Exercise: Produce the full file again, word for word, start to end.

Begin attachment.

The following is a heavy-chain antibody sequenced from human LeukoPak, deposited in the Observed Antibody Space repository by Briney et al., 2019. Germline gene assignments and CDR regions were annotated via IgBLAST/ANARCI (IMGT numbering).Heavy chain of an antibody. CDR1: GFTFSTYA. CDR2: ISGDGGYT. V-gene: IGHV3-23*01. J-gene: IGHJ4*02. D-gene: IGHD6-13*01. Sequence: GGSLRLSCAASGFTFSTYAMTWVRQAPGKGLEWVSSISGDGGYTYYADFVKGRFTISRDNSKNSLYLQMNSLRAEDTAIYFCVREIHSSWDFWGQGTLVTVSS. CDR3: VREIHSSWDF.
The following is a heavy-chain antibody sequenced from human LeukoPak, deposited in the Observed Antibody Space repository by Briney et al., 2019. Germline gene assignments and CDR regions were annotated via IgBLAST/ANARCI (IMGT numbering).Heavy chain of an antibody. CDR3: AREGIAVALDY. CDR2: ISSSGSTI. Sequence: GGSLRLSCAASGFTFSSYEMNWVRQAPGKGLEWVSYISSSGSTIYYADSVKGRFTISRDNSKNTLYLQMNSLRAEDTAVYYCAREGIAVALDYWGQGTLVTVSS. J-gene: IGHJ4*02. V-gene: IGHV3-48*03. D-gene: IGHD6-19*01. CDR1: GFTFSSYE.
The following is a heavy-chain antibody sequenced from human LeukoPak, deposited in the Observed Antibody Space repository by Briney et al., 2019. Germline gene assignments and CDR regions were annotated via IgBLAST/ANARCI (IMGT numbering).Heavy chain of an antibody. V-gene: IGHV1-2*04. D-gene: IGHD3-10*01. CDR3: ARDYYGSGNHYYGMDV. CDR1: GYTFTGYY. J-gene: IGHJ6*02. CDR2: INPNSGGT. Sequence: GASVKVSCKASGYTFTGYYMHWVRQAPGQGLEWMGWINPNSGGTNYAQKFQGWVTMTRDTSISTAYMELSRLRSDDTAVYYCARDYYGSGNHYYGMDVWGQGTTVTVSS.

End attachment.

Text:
The following is a heavy-chain antibody sequenced from human LeukoPak, deposited in the Observed Antibody Space repository by Briney et al., 2019. Germline gene assignments and CDR regions were annotated via IgBLAST/ANARCI (IMGT numbering).Heavy chain of an antibody. CDR1: GFTFSTYA. CDR2: ISGDGGYT. V-gene: IGHV3-23*01. J-gene: IGHJ4*02. D-gene: IGHD6-13*01. Sequence: GGSLRLSCAASGFTFSTYAMTWVRQAPGKGLEWVSSISGDGGYTYYADFVKGRFTISRDNSKNSLYLQMNSLRAEDTAIYFCVREIHSSWDFWGQGTLVTVSS. CDR3: VREIHSSWDF.
The following is a heavy-chain antibody sequenced from human LeukoPak, deposited in the Observed Antibody Space repository by Briney et al., 2019. Germline gene assignments and CDR regions were annotated via IgBLAST/ANARCI (IMGT numbering).Heavy chain of an antibody. CDR3: AREGIAVALDY. CDR2: ISSSGSTI. Sequence: GGSLRLSCAASGFTFSSYEMNWVRQAPGKGLEWVSYISSSGSTIYYADSVKGRFTISRDNSKNTLYLQMNSLRAEDTAVYYCAREGIAVALDYWGQGTLVTVSS. J-gene: IGHJ4*02. V-gene: IGHV3-48*03. D-gene: IGHD6-19*01. CDR1: GFTFSSYE.
The following is a heavy-chain antibody sequenced from human LeukoPak, deposited in the Observed Antibody Space repository by Briney et al., 2019. Germline gene assignments and CDR regions were annotated via IgBLAST/ANARCI (IMGT numbering).Heavy chain of an antibody. V-gene: IGHV1-2*04. D-gene: IGHD3-10*01. CDR3: ARDYYGSGNHYYGMDV. CDR1: GYTFTGYY. J-gene: IGHJ6*02. CDR2: INPNSGGT. Sequence: GASVKVSCKASGYTFTGYYMHWVRQAPGQGLEWMGWINPNSGGTNYAQKFQGWVTMTRDTSISTAYMELSRLRSDDTAVYYCARDYYGSGNHYYGMDVWGQGTTVTVSS.